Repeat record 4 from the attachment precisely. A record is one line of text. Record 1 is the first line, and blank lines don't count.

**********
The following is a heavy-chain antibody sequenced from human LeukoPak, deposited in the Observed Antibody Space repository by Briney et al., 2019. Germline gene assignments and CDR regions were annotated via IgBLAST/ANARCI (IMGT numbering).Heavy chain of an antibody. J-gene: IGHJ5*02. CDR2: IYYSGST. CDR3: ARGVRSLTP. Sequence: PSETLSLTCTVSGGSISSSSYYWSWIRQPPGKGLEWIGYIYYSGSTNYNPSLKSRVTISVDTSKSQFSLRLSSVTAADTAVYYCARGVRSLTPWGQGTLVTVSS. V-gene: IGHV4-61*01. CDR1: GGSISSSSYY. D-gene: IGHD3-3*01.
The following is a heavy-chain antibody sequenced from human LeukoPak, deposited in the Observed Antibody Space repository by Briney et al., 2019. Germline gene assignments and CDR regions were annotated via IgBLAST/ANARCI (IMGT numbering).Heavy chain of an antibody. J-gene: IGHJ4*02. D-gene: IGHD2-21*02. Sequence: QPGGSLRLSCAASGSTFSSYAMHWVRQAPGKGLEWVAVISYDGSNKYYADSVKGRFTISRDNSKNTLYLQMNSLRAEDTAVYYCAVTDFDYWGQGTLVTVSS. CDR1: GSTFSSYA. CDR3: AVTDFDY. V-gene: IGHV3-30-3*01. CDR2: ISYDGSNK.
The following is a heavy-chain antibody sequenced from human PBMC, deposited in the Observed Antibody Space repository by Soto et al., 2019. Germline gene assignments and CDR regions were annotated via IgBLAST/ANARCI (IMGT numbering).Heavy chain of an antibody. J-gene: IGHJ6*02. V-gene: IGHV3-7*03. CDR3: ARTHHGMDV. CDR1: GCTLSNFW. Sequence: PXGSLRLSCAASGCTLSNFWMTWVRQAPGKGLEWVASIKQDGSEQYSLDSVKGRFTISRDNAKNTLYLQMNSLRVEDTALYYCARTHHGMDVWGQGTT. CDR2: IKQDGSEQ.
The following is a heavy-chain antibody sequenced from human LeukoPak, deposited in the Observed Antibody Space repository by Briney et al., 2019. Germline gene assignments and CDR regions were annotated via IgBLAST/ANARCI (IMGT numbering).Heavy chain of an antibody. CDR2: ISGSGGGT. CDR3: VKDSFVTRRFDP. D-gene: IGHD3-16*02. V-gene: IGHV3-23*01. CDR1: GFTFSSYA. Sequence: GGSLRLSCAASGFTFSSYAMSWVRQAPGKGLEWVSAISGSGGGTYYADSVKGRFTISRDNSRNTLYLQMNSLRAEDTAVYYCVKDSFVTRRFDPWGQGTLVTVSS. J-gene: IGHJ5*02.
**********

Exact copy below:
The following is a heavy-chain antibody sequenced from human LeukoPak, deposited in the Observed Antibody Space repository by Briney et al., 2019. Germline gene assignments and CDR regions were annotated via IgBLAST/ANARCI (IMGT numbering).Heavy chain of an antibody. CDR2: ISGSGGGT. CDR3: VKDSFVTRRFDP. D-gene: IGHD3-16*02. V-gene: IGHV3-23*01. CDR1: GFTFSSYA. Sequence: GGSLRLSCAASGFTFSSYAMSWVRQAPGKGLEWVSAISGSGGGTYYADSVKGRFTISRDNSRNTLYLQMNSLRAEDTAVYYCVKDSFVTRRFDPWGQGTLVTVSS. J-gene: IGHJ5*02.